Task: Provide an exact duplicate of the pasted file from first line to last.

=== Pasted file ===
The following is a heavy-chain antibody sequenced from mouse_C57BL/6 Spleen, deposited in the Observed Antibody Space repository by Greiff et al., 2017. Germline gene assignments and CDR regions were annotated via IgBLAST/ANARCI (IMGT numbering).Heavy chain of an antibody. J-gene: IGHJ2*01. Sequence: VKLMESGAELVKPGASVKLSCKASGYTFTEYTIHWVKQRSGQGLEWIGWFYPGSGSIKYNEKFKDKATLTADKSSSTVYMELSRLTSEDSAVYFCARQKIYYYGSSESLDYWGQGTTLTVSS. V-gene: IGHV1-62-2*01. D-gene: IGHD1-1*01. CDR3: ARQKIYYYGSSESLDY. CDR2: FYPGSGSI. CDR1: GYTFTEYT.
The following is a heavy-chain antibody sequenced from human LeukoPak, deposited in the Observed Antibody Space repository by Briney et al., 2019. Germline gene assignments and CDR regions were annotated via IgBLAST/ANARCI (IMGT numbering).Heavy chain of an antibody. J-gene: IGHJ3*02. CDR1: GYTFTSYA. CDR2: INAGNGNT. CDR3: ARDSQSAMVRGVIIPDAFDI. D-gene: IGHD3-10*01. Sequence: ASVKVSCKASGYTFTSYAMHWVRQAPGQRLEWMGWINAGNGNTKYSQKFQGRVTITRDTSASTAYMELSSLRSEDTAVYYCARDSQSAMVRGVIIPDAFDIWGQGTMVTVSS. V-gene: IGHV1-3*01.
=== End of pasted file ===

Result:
The following is a heavy-chain antibody sequenced from mouse_C57BL/6 Spleen, deposited in the Observed Antibody Space repository by Greiff et al., 2017. Germline gene assignments and CDR regions were annotated via IgBLAST/ANARCI (IMGT numbering).Heavy chain of an antibody. J-gene: IGHJ2*01. Sequence: VKLMESGAELVKPGASVKLSCKASGYTFTEYTIHWVKQRSGQGLEWIGWFYPGSGSIKYNEKFKDKATLTADKSSSTVYMELSRLTSEDSAVYFCARQKIYYYGSSESLDYWGQGTTLTVSS. V-gene: IGHV1-62-2*01. D-gene: IGHD1-1*01. CDR3: ARQKIYYYGSSESLDY. CDR2: FYPGSGSI. CDR1: GYTFTEYT.
The following is a heavy-chain antibody sequenced from human LeukoPak, deposited in the Observed Antibody Space repository by Briney et al., 2019. Germline gene assignments and CDR regions were annotated via IgBLAST/ANARCI (IMGT numbering).Heavy chain of an antibody. J-gene: IGHJ3*02. CDR1: GYTFTSYA. CDR2: INAGNGNT. CDR3: ARDSQSAMVRGVIIPDAFDI. D-gene: IGHD3-10*01. Sequence: ASVKVSCKASGYTFTSYAMHWVRQAPGQRLEWMGWINAGNGNTKYSQKFQGRVTITRDTSASTAYMELSSLRSEDTAVYYCARDSQSAMVRGVIIPDAFDIWGQGTMVTVSS. V-gene: IGHV1-3*01.